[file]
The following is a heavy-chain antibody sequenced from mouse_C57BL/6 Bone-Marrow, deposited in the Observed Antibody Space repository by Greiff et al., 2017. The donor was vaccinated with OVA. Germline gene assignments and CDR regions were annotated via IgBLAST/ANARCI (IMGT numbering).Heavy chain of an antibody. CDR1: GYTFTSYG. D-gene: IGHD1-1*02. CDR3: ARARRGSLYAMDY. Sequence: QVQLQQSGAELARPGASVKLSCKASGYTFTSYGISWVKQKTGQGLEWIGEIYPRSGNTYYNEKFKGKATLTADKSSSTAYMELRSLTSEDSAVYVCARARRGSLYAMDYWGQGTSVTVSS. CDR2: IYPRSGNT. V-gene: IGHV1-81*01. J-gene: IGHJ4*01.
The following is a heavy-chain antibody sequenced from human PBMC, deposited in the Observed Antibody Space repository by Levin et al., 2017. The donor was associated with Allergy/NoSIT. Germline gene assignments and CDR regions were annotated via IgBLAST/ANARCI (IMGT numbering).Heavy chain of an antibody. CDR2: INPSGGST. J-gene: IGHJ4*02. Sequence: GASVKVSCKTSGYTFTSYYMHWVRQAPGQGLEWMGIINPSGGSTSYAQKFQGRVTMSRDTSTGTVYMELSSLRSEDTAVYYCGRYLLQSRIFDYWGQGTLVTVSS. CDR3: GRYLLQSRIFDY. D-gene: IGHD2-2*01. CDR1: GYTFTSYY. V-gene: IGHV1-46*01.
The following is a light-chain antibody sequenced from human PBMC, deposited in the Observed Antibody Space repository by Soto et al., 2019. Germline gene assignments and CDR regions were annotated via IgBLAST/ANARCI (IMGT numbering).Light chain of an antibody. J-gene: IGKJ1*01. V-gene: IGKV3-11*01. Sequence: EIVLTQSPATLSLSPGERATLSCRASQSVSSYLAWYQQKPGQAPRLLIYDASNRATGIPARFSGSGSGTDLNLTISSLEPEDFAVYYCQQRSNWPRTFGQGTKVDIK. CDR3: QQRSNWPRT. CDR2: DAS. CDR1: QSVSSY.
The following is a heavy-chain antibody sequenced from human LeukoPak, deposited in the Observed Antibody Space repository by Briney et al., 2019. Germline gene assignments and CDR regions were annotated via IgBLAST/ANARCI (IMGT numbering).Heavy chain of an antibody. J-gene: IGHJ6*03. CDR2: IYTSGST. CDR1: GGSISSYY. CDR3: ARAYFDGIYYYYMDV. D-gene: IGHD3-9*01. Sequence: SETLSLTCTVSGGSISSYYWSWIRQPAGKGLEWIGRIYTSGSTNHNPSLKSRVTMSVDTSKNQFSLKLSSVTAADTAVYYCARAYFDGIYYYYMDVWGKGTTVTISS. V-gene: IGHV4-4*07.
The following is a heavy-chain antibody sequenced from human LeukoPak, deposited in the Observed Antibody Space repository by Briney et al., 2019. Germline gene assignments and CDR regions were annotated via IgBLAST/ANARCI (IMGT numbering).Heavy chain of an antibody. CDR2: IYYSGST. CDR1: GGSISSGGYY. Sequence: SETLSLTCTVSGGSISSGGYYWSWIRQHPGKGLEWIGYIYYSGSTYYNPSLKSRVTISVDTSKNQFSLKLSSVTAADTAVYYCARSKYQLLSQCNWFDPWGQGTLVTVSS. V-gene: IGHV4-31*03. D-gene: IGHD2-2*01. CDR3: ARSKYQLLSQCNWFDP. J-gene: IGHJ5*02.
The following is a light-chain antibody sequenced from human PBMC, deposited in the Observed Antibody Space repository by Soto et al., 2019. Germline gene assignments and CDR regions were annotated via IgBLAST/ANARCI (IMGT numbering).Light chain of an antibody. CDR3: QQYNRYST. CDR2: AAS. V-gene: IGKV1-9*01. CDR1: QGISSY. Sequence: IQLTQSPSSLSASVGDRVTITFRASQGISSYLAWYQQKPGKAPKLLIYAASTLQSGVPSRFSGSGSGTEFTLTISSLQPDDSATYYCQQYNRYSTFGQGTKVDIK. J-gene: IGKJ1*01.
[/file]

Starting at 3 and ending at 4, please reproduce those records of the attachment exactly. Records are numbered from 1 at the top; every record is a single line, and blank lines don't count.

The following is a light-chain antibody sequenced from human PBMC, deposited in the Observed Antibody Space repository by Soto et al., 2019. Germline gene assignments and CDR regions were annotated via IgBLAST/ANARCI (IMGT numbering).Light chain of an antibody. J-gene: IGKJ1*01. V-gene: IGKV3-11*01. Sequence: EIVLTQSPATLSLSPGERATLSCRASQSVSSYLAWYQQKPGQAPRLLIYDASNRATGIPARFSGSGSGTDLNLTISSLEPEDFAVYYCQQRSNWPRTFGQGTKVDIK. CDR3: QQRSNWPRT. CDR2: DAS. CDR1: QSVSSY.
The following is a heavy-chain antibody sequenced from human LeukoPak, deposited in the Observed Antibody Space repository by Briney et al., 2019. Germline gene assignments and CDR regions were annotated via IgBLAST/ANARCI (IMGT numbering).Heavy chain of an antibody. J-gene: IGHJ6*03. CDR2: IYTSGST. CDR1: GGSISSYY. CDR3: ARAYFDGIYYYYMDV. D-gene: IGHD3-9*01. Sequence: SETLSLTCTVSGGSISSYYWSWIRQPAGKGLEWIGRIYTSGSTNHNPSLKSRVTMSVDTSKNQFSLKLSSVTAADTAVYYCARAYFDGIYYYYMDVWGKGTTVTISS. V-gene: IGHV4-4*07.